Cyberbullying: Not Your Dad’s Schoolyard Fisticuffs


Adults of a certain age hear the term “cyberbullying,” and they wonder: What’s the bid deal? Bullying. Hahaha! What a cliché! It’s the stuff of our favorite movies, and we love to see the underdog triumph over his abusers. Anyone familiar with A Christmas Story?

We adults have images of “bullying” from our own youth. We picture heads shoved into lockers, and then a collective of boys coming to the aid of a friend, overpowering or outsmarting the bully triumphantly. When we hear the term “cyberbullying” we picture little more than name calling from behind a screen.

But there’s a problem with this line of thinking. Cyberbullying bears no real resemblance to schoolyard bullies in our collective nostalgic memories. Teens have gone far beyond our knowledge and experience online. Their online lives are complex and their culture online dips into corners we adults truly don’t understand. Cyberbullying is something quite new, unique in recent years. Cyberbullying may be as simple as a few hurtful comments, but more often it involves systematic harassment day after day, conducted in the public eye on social media. When cyberbullying affects teens, as it increasingly does, the psychological effects extend far beyond those of a punch to the ribcage in the school hallway. Cyberbullying is vicious humiliation. It’s more than a developing teen can bear.

Youth culture, by its nature, has always attempted to exclude adults. Teens develop their own music, manner of dress, and even language. The teen stage involves bonding with peers, wherever possible outside of the watchful eyes of adults, and it has been this way throughout human history. Each teen cohort makes this culture anew.

As such, adults cannot fall into the belief that we understand what is happening in our teens’ lives fully. We cannot fall into the lazy fallacy, “Oh, we know all the tricks because we were teens once.” It’s a dangerous fallacy. We must accept that with every round of remaking culture, teens stay one step ahead of us. As soon as we catch on, they move on. Teens find new ways to fool us and get around our restrictions. It’s what teens do.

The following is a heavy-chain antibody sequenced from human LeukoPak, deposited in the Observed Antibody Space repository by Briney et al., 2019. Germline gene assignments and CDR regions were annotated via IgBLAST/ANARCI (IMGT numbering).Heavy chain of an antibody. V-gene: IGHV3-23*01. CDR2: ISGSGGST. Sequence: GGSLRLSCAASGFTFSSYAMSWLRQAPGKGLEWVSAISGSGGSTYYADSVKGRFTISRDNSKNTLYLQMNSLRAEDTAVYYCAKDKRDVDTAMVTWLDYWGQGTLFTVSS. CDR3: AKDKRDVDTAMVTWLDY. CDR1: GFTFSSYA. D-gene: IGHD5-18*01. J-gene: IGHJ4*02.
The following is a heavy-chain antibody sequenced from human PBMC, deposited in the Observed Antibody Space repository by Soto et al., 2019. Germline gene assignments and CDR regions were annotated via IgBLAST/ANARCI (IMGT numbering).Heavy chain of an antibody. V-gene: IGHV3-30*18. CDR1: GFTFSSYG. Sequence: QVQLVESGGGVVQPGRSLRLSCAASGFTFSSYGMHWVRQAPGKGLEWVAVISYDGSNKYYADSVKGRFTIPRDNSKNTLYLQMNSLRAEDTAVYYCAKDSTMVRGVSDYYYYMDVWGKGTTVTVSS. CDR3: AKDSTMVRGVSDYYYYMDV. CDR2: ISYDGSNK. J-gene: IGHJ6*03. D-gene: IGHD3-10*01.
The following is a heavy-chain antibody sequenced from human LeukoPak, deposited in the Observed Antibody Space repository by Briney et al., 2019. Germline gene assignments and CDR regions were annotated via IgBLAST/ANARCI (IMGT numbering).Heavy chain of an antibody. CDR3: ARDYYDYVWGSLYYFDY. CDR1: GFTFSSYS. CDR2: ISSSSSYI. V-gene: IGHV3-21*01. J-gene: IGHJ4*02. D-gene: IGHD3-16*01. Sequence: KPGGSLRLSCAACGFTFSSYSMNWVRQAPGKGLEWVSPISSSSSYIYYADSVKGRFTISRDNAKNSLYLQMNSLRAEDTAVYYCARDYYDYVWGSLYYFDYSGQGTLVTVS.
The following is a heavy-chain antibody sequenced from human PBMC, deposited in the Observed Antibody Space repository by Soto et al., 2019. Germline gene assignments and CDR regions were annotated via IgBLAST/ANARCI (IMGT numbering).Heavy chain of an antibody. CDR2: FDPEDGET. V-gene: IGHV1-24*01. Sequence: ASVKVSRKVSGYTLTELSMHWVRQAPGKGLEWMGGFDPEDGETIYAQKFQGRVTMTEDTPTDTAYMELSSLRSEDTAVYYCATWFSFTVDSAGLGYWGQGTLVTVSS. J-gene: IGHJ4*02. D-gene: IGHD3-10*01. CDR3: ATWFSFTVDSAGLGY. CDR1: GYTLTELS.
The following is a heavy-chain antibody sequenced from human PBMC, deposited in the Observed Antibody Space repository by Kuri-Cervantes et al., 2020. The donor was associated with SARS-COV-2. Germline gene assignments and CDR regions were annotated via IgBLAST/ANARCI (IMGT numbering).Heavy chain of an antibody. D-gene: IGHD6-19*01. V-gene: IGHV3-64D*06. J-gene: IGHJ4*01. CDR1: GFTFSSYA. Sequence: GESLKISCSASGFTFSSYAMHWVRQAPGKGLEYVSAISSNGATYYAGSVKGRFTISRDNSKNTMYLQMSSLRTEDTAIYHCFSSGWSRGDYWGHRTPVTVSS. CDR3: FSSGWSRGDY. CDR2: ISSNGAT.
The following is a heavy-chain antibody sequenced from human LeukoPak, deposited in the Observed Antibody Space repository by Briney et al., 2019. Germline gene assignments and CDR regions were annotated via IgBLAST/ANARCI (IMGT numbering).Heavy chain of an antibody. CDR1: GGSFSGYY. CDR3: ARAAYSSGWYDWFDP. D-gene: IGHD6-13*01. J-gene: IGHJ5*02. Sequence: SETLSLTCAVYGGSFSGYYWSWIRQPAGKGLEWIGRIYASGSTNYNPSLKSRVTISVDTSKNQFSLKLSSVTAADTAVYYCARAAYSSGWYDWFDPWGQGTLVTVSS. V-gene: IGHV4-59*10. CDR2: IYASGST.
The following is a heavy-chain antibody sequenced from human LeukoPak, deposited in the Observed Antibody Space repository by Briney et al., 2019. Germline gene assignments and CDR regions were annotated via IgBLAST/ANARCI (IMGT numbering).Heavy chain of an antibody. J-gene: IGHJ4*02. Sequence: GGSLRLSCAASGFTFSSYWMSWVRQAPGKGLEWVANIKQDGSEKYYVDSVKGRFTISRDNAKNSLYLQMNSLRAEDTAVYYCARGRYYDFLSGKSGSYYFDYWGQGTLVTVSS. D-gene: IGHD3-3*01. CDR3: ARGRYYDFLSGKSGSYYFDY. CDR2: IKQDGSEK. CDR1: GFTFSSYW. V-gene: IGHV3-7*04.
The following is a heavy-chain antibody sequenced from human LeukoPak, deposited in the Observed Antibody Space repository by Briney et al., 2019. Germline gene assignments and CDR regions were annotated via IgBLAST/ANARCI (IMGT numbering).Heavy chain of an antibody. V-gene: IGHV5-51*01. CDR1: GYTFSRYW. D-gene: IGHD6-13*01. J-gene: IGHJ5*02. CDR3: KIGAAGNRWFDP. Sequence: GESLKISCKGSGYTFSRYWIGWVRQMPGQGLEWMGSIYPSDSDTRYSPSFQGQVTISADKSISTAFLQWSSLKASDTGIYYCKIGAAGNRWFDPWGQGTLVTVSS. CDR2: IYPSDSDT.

Technology is moving so quickly. Any control that affects Twitter or Snapchat will drive teens, in search of a private place outside of the eyes of adults, to find a newer platform and they are being developed everyday.

Technology has also outpaced mental health research, so that studies published in the last year were based on data collected years prior, complied, and finally brought to press after literature reviews and statistical analyses. The devastation created by the growing culture on anonymous abuse and harassment online has not been fully measured to date. What we know is that the suicide rate is up for the first time in a very long time, most notably in young teen girls. And we know that online interactions are highly suspicious as a primary cause. We know that being a victim of serious bullying or abuse leads to a rise in mental heath disorders, and that suicidal ideation and suicidal action rise when the presence of mental health conditions rise. And we know that the online world is moving so quickly that most of us hardly understand the implications.

Posted on April 17, 2017 .